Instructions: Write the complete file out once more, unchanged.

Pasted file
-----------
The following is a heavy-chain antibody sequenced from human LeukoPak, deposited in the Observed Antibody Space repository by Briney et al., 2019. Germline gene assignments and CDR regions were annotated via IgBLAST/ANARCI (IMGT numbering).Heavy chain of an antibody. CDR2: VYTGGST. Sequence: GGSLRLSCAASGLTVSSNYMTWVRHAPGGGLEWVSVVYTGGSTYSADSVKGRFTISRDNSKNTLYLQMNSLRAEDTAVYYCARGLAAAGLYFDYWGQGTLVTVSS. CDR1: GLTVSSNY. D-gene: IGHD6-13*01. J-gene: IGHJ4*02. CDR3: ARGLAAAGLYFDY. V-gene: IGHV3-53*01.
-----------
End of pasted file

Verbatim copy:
The following is a heavy-chain antibody sequenced from human LeukoPak, deposited in the Observed Antibody Space repository by Briney et al., 2019. Germline gene assignments and CDR regions were annotated via IgBLAST/ANARCI (IMGT numbering).Heavy chain of an antibody. CDR2: VYTGGST. Sequence: GGSLRLSCAASGLTVSSNYMTWVRHAPGGGLEWVSVVYTGGSTYSADSVKGRFTISRDNSKNTLYLQMNSLRAEDTAVYYCARGLAAAGLYFDYWGQGTLVTVSS. CDR1: GLTVSSNY. D-gene: IGHD6-13*01. J-gene: IGHJ4*02. CDR3: ARGLAAAGLYFDY. V-gene: IGHV3-53*01.